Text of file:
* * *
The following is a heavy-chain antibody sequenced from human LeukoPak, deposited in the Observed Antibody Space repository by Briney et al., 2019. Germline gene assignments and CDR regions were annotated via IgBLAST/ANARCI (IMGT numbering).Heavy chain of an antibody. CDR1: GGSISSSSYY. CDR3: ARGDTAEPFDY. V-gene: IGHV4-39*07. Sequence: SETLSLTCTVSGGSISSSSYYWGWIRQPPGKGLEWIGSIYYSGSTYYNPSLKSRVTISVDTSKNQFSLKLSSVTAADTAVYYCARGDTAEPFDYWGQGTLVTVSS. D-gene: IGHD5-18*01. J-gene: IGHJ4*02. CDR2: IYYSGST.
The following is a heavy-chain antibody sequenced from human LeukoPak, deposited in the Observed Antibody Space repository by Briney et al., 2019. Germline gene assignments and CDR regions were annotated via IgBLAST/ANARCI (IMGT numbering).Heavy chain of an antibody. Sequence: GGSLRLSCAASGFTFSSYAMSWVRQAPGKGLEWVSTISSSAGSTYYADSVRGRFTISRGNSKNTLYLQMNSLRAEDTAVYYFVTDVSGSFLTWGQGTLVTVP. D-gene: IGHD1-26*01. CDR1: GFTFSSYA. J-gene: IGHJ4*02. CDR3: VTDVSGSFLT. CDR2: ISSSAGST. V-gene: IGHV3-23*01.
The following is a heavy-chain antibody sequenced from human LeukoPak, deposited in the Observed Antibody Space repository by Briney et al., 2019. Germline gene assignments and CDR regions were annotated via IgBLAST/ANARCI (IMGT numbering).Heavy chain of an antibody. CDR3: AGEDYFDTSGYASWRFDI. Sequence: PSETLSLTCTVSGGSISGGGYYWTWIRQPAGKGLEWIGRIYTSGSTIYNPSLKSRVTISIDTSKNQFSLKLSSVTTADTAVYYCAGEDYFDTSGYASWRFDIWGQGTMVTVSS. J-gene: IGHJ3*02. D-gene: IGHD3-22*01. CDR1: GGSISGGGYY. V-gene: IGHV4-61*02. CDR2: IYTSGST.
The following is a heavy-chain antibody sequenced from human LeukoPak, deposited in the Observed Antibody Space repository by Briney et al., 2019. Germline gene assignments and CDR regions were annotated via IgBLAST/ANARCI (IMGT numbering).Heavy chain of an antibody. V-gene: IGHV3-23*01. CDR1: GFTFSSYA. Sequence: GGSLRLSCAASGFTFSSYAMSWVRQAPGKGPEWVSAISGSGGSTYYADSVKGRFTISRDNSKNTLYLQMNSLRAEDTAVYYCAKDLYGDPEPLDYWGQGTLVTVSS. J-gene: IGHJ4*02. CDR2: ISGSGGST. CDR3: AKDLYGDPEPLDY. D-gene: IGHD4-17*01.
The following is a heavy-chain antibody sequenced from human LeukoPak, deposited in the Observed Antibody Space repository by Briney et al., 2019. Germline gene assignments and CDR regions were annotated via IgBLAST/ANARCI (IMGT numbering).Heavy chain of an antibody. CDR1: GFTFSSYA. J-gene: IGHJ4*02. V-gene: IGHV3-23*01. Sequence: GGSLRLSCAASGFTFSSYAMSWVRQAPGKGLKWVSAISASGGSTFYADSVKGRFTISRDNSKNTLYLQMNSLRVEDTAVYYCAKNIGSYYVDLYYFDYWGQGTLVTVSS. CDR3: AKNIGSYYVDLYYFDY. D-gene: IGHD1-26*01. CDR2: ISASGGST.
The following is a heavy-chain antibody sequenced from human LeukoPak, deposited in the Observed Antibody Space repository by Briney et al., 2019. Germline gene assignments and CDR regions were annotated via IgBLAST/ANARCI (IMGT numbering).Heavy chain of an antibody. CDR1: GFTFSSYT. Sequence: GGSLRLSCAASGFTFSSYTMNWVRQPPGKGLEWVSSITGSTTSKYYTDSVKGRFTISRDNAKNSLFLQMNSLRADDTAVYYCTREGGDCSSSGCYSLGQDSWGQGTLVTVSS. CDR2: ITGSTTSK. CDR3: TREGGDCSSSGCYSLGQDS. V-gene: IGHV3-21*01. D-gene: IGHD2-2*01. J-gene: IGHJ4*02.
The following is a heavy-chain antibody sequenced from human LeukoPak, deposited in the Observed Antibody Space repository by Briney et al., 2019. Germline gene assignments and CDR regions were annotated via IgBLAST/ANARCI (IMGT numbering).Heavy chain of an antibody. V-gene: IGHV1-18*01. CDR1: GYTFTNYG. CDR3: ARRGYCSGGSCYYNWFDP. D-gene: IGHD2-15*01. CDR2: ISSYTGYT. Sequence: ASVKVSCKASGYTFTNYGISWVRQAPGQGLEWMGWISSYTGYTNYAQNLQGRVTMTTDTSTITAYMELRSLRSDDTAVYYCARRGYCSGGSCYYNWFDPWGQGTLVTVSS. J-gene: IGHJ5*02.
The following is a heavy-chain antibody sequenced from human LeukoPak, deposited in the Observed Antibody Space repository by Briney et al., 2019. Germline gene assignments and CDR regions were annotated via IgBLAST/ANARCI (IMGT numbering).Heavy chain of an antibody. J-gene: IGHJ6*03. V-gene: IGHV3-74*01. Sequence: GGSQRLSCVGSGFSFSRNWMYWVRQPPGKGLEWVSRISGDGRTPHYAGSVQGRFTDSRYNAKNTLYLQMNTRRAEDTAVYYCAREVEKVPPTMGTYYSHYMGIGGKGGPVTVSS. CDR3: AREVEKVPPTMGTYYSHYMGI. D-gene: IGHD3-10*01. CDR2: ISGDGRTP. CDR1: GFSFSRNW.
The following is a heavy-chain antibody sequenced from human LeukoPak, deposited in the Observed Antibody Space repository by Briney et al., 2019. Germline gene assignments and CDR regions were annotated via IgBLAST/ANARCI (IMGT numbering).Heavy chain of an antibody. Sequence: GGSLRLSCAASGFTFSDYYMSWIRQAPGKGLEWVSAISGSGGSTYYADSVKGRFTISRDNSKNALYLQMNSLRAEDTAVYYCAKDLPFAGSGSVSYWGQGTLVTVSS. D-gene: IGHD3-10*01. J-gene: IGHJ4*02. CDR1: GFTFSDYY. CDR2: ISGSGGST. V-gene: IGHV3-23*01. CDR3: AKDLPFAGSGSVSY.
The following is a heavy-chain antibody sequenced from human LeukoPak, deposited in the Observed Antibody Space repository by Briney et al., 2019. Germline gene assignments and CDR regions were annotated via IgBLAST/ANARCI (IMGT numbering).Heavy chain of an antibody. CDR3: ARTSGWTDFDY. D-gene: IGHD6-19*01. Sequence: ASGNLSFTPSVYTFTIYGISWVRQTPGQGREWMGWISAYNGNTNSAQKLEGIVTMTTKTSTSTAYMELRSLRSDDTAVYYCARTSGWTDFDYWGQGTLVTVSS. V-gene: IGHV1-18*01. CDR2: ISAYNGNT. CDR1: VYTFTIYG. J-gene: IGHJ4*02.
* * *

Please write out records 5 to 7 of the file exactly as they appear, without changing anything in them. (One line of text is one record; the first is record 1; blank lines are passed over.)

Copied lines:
The following is a heavy-chain antibody sequenced from human LeukoPak, deposited in the Observed Antibody Space repository by Briney et al., 2019. Germline gene assignments and CDR regions were annotated via IgBLAST/ANARCI (IMGT numbering).Heavy chain of an antibody. CDR1: GFTFSSYA. J-gene: IGHJ4*02. V-gene: IGHV3-23*01. Sequence: GGSLRLSCAASGFTFSSYAMSWVRQAPGKGLKWVSAISASGGSTFYADSVKGRFTISRDNSKNTLYLQMNSLRVEDTAVYYCAKNIGSYYVDLYYFDYWGQGTLVTVSS. CDR3: AKNIGSYYVDLYYFDY. D-gene: IGHD1-26*01. CDR2: ISASGGST.
The following is a heavy-chain antibody sequenced from human LeukoPak, deposited in the Observed Antibody Space repository by Briney et al., 2019. Germline gene assignments and CDR regions were annotated via IgBLAST/ANARCI (IMGT numbering).Heavy chain of an antibody. CDR1: GFTFSSYT. Sequence: GGSLRLSCAASGFTFSSYTMNWVRQPPGKGLEWVSSITGSTTSKYYTDSVKGRFTISRDNAKNSLFLQMNSLRADDTAVYYCTREGGDCSSSGCYSLGQDSWGQGTLVTVSS. CDR2: ITGSTTSK. CDR3: TREGGDCSSSGCYSLGQDS. V-gene: IGHV3-21*01. D-gene: IGHD2-2*01. J-gene: IGHJ4*02.
The following is a heavy-chain antibody sequenced from human LeukoPak, deposited in the Observed Antibody Space repository by Briney et al., 2019. Germline gene assignments and CDR regions were annotated via IgBLAST/ANARCI (IMGT numbering).Heavy chain of an antibody. V-gene: IGHV1-18*01. CDR1: GYTFTNYG. CDR3: ARRGYCSGGSCYYNWFDP. D-gene: IGHD2-15*01. CDR2: ISSYTGYT. Sequence: ASVKVSCKASGYTFTNYGISWVRQAPGQGLEWMGWISSYTGYTNYAQNLQGRVTMTTDTSTITAYMELRSLRSDDTAVYYCARRGYCSGGSCYYNWFDPWGQGTLVTVSS. J-gene: IGHJ5*02.